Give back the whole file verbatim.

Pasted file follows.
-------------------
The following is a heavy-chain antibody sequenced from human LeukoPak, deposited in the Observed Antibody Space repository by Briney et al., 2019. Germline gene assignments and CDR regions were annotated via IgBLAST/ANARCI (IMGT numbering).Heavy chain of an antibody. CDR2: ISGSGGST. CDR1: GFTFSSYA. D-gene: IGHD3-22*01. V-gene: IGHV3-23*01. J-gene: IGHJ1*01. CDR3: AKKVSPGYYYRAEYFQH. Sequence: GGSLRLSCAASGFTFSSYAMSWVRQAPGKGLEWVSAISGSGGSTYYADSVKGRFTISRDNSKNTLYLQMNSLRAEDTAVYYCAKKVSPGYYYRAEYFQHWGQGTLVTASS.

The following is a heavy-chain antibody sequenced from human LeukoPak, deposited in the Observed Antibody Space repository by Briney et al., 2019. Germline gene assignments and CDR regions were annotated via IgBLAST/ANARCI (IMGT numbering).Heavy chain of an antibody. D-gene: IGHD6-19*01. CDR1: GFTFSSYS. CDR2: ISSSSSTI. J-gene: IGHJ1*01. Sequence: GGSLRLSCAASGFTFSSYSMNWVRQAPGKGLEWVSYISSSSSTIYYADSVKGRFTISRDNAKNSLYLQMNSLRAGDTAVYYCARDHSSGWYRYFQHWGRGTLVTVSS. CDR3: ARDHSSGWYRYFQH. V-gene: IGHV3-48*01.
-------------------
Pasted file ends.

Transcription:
The following is a heavy-chain antibody sequenced from human LeukoPak, deposited in the Observed Antibody Space repository by Briney et al., 2019. Germline gene assignments and CDR regions were annotated via IgBLAST/ANARCI (IMGT numbering).Heavy chain of an antibody. CDR2: ISGSGGST. CDR1: GFTFSSYA. D-gene: IGHD3-22*01. V-gene: IGHV3-23*01. J-gene: IGHJ1*01. CDR3: AKKVSPGYYYRAEYFQH. Sequence: GGSLRLSCAASGFTFSSYAMSWVRQAPGKGLEWVSAISGSGGSTYYADSVKGRFTISRDNSKNTLYLQMNSLRAEDTAVYYCAKKVSPGYYYRAEYFQHWGQGTLVTASS.

The following is a heavy-chain antibody sequenced from human LeukoPak, deposited in the Observed Antibody Space repository by Briney et al., 2019. Germline gene assignments and CDR regions were annotated via IgBLAST/ANARCI (IMGT numbering).Heavy chain of an antibody. D-gene: IGHD6-19*01. CDR1: GFTFSSYS. CDR2: ISSSSSTI. J-gene: IGHJ1*01. Sequence: GGSLRLSCAASGFTFSSYSMNWVRQAPGKGLEWVSYISSSSSTIYYADSVKGRFTISRDNAKNSLYLQMNSLRAGDTAVYYCARDHSSGWYRYFQHWGRGTLVTVSS. CDR3: ARDHSSGWYRYFQH. V-gene: IGHV3-48*01.